Sequential Recruitment of Muscle Fibers For Maximal Muscle Gain

muscular man

I was perusing the archives of Chris Highcock’s Conditioning Research blog, and I found this little nugget hidden amidst the rest of the June posts. The article is well-worth the read, but if you just want the abbreviated version, this is basically what it proposes: for strength and hypertrophy purposes, given that we want to maximize the amount of muscle fiber recruitment as much as possible, our exercise program should aim to target all fiber types (ie slow twitch and fast twitch muscle fibers).

Now, we’ve known about muscle fiber types for a long time, but the idea of programming our training to take all fiber types into account during one training session – even during one exercise – is new, at least to me.

Chris proposed that by performing a wall-sit exercise for a long enough duration, the body will automatically recruit all of the different fibers to maintain the pose. For instance, as the slow twitch fibers get fatigued, the fast twitch fibers will activate to compensate. It’s speculative, but that does make sense to me and seems plausible, but I’ve never been a huge fan of static contraction training as a standalone protocol. It’s a great exercise, yes, but how can we apply this idea to movements, which is what I’m really interested in?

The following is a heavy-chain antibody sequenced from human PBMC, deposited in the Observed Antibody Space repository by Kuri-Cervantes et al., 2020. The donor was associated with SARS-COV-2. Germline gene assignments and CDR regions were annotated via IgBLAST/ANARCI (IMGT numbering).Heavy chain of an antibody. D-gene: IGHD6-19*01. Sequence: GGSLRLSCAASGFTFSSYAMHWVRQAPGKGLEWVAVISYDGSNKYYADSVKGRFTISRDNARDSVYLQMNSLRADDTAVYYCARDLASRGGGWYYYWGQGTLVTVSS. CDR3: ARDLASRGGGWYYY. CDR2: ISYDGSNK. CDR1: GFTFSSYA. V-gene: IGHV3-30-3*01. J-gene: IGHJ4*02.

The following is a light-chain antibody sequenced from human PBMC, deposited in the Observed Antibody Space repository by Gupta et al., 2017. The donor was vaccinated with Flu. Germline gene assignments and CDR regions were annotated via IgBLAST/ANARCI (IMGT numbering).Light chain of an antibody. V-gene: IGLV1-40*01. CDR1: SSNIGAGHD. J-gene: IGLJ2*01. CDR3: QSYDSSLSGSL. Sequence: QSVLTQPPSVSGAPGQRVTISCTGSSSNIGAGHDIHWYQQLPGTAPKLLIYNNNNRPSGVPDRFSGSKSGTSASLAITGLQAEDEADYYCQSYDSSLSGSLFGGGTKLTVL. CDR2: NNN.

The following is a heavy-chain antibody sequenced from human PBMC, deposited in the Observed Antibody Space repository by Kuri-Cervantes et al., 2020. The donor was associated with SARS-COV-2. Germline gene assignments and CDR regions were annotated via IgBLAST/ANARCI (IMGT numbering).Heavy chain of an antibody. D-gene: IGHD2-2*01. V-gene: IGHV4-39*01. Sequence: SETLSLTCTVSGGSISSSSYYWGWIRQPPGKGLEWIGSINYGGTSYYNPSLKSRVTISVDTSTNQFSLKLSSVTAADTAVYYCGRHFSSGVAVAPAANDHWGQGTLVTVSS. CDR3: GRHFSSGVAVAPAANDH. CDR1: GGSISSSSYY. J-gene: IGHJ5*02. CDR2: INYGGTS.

So, here’s what I would propose is worth a test, and this is how I’d do it – if it were up to me. I’ve come up with two examples of applying the protocol to the squat exercise; one with a barbell, one without.

Barbell Squat: Example of Sequential Recruitment of Muscle Fibers

Going with Chris’ idea to target slow, intermediate, and fast twitch muscle fibers, here’s an example of manipulating the load to test the hypothesis. I would use the escalating intensity protocol (click here to learn about that) and do three blocks of each chosen exercise in a straight set format – resting 2-5 minutes between each set.